Easter Rising relatives criticise plans to remember British soldiers who died in 1916

Easter Rising relatives criticise plans to remember British soldiers who died in 1916

RELATIVES of the Easter Rising rebels have criticised plans by Dublin’s Glasnevin Cemetery to build a wall commemorating everyone who died in the Rising – including British soldiers.

A necrology wall is being planned by the trust that looks after Glasnevin Cemetery, due to be completed in 2016.

It would bear the names of all 485 people who died in the Easter Rising – including 107 British soldiers.

“That those who fought for their country and/or who lost their lives for their country should share a commemorative plaque or monument of any kind with those who on behalf of British Rule summarily abused and executed them could not be tolerated to any degree,” 1916 Relatives Association spokeswoman Deirdre Nic Éanruig told The Irish Post.

The plans for the wall were announced in October of last year, after the Glasnevin Trust collated the names of every person who lost their life in the battle between April 24 and April 29, 1916.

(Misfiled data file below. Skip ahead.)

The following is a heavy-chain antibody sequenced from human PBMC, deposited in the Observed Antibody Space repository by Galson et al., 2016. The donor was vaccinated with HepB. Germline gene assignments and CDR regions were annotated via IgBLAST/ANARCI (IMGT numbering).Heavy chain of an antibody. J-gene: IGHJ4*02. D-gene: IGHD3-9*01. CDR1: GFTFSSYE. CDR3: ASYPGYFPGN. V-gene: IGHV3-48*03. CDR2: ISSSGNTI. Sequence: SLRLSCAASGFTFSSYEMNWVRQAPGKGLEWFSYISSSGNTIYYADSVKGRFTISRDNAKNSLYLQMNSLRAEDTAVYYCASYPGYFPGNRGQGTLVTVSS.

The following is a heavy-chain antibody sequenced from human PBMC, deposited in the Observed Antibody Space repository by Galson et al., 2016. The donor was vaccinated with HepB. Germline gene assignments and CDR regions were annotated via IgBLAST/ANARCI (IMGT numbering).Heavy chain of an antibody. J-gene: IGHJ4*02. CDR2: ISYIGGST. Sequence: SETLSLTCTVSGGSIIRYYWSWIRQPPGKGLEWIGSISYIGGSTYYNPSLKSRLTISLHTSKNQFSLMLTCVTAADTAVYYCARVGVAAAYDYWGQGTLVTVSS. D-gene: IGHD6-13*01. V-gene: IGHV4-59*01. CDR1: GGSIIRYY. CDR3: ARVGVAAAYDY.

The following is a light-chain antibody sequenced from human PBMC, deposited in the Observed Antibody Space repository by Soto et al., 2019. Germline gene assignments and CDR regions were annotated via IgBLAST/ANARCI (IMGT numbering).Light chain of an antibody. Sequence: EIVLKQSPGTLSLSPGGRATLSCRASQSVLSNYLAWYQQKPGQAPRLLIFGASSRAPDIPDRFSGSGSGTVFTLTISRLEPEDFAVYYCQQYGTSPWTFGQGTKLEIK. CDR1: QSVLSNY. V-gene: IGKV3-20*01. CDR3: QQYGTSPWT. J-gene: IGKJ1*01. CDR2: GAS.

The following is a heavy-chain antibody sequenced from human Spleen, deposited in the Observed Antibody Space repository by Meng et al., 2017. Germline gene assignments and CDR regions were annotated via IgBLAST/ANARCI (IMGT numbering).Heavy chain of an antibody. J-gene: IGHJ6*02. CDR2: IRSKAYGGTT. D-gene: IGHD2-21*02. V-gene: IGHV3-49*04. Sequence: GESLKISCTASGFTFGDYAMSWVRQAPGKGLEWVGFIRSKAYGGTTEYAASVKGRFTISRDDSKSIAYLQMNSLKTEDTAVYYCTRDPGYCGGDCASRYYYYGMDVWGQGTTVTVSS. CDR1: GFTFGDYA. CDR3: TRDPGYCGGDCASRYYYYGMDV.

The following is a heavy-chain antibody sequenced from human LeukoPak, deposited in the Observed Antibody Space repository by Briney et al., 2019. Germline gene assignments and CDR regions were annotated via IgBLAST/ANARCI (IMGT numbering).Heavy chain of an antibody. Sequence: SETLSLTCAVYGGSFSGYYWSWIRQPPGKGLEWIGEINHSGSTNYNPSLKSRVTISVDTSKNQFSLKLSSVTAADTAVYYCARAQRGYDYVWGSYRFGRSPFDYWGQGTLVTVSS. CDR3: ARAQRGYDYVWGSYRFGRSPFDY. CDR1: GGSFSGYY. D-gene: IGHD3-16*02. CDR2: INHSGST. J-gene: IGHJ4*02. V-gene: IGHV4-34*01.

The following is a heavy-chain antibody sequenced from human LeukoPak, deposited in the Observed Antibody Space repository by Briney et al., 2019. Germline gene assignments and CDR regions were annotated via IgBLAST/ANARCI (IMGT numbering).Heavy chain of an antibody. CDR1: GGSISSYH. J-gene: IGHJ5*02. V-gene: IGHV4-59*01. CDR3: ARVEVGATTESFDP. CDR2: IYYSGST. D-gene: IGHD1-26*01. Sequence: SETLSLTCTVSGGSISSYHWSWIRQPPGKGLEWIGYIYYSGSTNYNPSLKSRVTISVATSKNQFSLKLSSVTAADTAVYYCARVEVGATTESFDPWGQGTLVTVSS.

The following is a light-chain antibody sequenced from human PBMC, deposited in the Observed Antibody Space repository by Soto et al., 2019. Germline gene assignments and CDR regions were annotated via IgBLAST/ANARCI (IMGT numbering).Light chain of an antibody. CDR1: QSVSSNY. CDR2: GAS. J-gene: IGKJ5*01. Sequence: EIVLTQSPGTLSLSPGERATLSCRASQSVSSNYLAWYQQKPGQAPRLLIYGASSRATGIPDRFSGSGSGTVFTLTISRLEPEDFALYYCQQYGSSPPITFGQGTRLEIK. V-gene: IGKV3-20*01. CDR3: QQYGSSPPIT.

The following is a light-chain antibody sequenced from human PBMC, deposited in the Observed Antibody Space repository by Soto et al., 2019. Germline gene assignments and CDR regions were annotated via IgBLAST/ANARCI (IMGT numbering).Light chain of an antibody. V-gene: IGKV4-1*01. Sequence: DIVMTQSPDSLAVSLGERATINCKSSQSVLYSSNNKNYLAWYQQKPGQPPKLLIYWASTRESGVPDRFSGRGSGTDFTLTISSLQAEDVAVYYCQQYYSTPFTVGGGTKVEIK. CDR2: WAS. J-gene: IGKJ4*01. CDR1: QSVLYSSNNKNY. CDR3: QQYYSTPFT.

Many of the key figures from the Easter Rising, which kick-started Irish independence, were laid to rest in Glasnevin Cemetery - some after being executed by British soldiers.

Glasnevin is also the final resting place for Roger Casement, Countess Markievicz, Michael Collins and former Irish President Eamon de Valera.

Ms Nic Éanruig said that the group find the plans “abhorrent”.

“The membership of the Association were clearly of the opinion that the very idea of this wall was abhorrent to them,” she said.

The group has arranged to meet with the Glasnevin Trust tonight to express their formal opposition to the plans.

As it stands, the wall is slated to be unveiled this year.

A total of 485 people died in the Easter Rising - 262 civilians, 107 British soldiers, 58 rebels and 13 policemen.


A Glasnevin Trust spokesperson was unavailable for comment when contacted by The Irish Post.